Now we have a new Suspiria with music from Thom Yorke and an all new take on the tale it felt I was long overview a trip to see this in the Prince Charles Cinema just off Leicester Square which led me to purchasing the Blu-ray restored version and to ditch my off-TV VHS recording. I’ve previously raved about Dario Argento’s directorial style on The Bird with the Crystal Plumage, and here he is in overdrive with a film packed full of high-quality atmospherics, visceral set design and some extraordinary cinematography from Luciano Tovoli.

Even though there are some graphic segments, there’s so much more uneasiness created by the controlled build up of tension and the casting of the odd and unusual figures; the old women who work in the dance school, the young boy in a period satin pageboy suit, a giant servant who looks so much less fearsome after recent dental work (ha, Dario, ha-ha) and the blind pianist with the Doberman guide dog…

 The sets are extreme, like Chitty Chitty Bang Bang on the baddest of trips with reds and yellows, and blocks of deep blue all marking the environment as in-human and uncomfortable. The dancing school sweet Suzy Bannion (the perfectly-cast Jessica Harper) finds herself in is just about believable, but those colours paint a warning from the start.

Tovoli’s camera makes the absolute most of these gifts with acute angles, and massive overhead shots that seem to encompass impending doom whilst at the same time giving the viewer fleeting re-assurance that we’ll be above it… it’s so cruel as we’ll soon be down watching the blood flow and the flesh get ripped.

Then there is the director’s superb use of the score; a character in its own right, that bustles, buzzes and moans creating tension throughout always reverting to a spine-tingling main theme that is not prog exactly but a foretaste of modern composition used ever since. It’s not quite what I expected and genuinely feels out of time, as indeed, does the film.

Jessica Harper, Alida Valli and Joan Bennett
But nothing sends signals quite like the behaviour of odd people and Agento has brought out the disquiet in all of his performers. Even when, in searching for her missing friend, Sara (Stefania Casini), Suzy goes to talk to a psychologist who knows her Dr. Frank Mandel played with a strange intensity by a coca cola guzzling Udo Kier. The conversation is framed by an overhead shot showing the vast, ultra-modern university as if from the wings of a dark bird of prey, the camera swooping closer in as if the two are being watched… there’s no “comfort breaks” in this film and we’re pulled relentlessly on.

The film begins in a downpour as Suzy arrives in Munich to discover that the very elements seem to be against her… this foreshadowing is nothing compared to the reception she gets at the school as a young woman pushes past her and runs off screaming as if pursued by the hounds of hell. Suzy’s finally welcomed by the senior staff at the Tanz Dance Academy, instructor, Miss Tanner (the excellent Alida Valli) and the headmistress, Madame Blanc (*the* Joan Bennett no less…).  She meets the other students, friendly Sara and alpha school bully Olga (Barbara Magnolfi) who she gets to share an apartment with in town.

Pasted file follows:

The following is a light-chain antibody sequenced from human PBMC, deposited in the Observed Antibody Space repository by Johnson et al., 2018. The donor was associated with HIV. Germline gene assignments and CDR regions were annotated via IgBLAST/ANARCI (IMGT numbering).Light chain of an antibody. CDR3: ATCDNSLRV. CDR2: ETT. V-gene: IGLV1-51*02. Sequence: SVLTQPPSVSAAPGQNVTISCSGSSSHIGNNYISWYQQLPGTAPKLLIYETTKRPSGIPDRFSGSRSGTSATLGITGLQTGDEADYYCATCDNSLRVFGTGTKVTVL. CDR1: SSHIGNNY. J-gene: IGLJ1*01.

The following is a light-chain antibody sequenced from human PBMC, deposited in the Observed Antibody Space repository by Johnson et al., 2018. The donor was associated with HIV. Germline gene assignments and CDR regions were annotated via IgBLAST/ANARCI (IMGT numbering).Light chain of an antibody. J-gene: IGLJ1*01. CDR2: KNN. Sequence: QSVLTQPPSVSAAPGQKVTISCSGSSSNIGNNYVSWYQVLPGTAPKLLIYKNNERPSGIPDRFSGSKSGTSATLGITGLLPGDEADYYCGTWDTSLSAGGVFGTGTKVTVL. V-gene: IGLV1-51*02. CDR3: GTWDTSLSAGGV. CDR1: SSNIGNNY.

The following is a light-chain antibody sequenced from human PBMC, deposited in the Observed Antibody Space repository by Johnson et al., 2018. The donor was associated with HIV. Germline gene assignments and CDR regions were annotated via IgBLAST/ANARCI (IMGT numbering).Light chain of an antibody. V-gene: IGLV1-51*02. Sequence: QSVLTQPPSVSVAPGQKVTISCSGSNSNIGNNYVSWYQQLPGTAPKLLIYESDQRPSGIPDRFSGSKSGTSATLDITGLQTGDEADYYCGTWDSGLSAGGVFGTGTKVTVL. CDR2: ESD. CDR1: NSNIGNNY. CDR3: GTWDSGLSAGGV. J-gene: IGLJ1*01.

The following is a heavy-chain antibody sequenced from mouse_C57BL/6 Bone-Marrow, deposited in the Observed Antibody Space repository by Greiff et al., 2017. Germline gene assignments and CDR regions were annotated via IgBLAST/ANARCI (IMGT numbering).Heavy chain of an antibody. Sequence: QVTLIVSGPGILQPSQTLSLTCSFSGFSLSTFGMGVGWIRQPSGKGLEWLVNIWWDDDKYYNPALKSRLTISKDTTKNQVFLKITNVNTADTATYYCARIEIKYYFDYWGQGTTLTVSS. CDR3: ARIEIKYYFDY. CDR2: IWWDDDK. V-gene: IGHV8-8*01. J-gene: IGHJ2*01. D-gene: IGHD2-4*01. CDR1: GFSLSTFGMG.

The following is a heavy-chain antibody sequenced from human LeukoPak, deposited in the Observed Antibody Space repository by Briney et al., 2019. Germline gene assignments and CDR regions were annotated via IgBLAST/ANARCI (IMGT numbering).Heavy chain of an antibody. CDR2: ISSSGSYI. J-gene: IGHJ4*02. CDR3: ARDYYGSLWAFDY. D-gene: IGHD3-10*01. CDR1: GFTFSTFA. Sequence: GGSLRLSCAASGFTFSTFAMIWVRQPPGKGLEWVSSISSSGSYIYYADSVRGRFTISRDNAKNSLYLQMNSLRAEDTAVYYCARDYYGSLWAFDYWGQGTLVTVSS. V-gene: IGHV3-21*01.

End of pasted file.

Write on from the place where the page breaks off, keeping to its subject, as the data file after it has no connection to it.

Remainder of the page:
It's all very off-kilter and deliberately unsettling with director and musicians hitting the viewer with shock and unease; there’s no time to settle in a film when almost everyone our heroin meets is weird.

Suzy joins the ballet school but what she has not seen is the subsequent death of the girl she met, Patricia Hingle (Eva Axén) who has been killed by unseen forces along with a friend… you can leave the school perhaps but you cannot escape the forces within.

Soon, Suzy herself is overcome by a strange illness and the school doctor, Professor Verdegast (Renato Scarpa) decides that Suzy's anaemia is to be treated with a regular glass of red wine or, something that looks like red wine. Suzy soon finds out more unsettling gossip from Sara as weird events continue such as an infestation of maggots falling down on the girls’ hair which forces them to sleep in the hall where they hear the most revolting snores from an ancient sleeper nearby…

Then Sara goes missing and as Suzy seeks answers from Mandel, she hears of how the school was established by a Greek woman named Helena Markos, who locals believed was a witch. Markos supposedly perished in a fire that destroyed most of the school but, as one of Mandel’s colleagues Professor Milius, explains, a coven is unable to survive without its leader… could it be that witchcraft governs the Academy still?

Well, what do you reckon…?

Dusty Verdict: Suspiria is stone-cold classic of period horror that more than stands the test of time due to the quality of design, soundscapes and direction; a genuine art-house success

The film was based on Suspiria de Profundis by Thomas De Quincey and I look forward to reading that *after* watching the Luca Guadagnino 2018 version for comparison: no matter how good it is I find it hard to think it’ll be as uncanny and unsettling as Argento’s relentless and unpredictable atmospherics.